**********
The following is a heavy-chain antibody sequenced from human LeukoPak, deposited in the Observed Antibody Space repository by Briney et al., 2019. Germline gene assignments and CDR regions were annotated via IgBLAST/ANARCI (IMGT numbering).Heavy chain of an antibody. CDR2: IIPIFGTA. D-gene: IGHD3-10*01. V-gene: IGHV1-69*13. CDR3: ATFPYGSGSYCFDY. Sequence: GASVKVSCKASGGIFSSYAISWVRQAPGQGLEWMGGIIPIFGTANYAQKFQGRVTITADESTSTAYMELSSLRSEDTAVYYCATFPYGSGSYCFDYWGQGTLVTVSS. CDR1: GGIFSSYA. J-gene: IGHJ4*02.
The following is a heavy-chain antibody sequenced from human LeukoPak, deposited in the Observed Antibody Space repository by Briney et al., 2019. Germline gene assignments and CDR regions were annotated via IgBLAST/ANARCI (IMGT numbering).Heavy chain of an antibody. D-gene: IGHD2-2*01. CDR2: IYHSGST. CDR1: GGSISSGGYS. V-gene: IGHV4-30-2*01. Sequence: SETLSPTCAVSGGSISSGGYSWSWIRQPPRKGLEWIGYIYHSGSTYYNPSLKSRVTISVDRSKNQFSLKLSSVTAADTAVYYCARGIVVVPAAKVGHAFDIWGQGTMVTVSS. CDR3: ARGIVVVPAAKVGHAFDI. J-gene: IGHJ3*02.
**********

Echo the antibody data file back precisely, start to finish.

The following is a heavy-chain antibody sequenced from human LeukoPak, deposited in the Observed Antibody Space repository by Briney et al., 2019. Germline gene assignments and CDR regions were annotated via IgBLAST/ANARCI (IMGT numbering).Heavy chain of an antibody. CDR2: IIPIFGTA. D-gene: IGHD3-10*01. V-gene: IGHV1-69*13. CDR3: ATFPYGSGSYCFDY. Sequence: GASVKVSCKASGGIFSSYAISWVRQAPGQGLEWMGGIIPIFGTANYAQKFQGRVTITADESTSTAYMELSSLRSEDTAVYYCATFPYGSGSYCFDYWGQGTLVTVSS. CDR1: GGIFSSYA. J-gene: IGHJ4*02.
The following is a heavy-chain antibody sequenced from human LeukoPak, deposited in the Observed Antibody Space repository by Briney et al., 2019. Germline gene assignments and CDR regions were annotated via IgBLAST/ANARCI (IMGT numbering).Heavy chain of an antibody. D-gene: IGHD2-2*01. CDR2: IYHSGST. CDR1: GGSISSGGYS. V-gene: IGHV4-30-2*01. Sequence: SETLSPTCAVSGGSISSGGYSWSWIRQPPRKGLEWIGYIYHSGSTYYNPSLKSRVTISVDRSKNQFSLKLSSVTAADTAVYYCARGIVVVPAAKVGHAFDIWGQGTMVTVSS. CDR3: ARGIVVVPAAKVGHAFDI. J-gene: IGHJ3*02.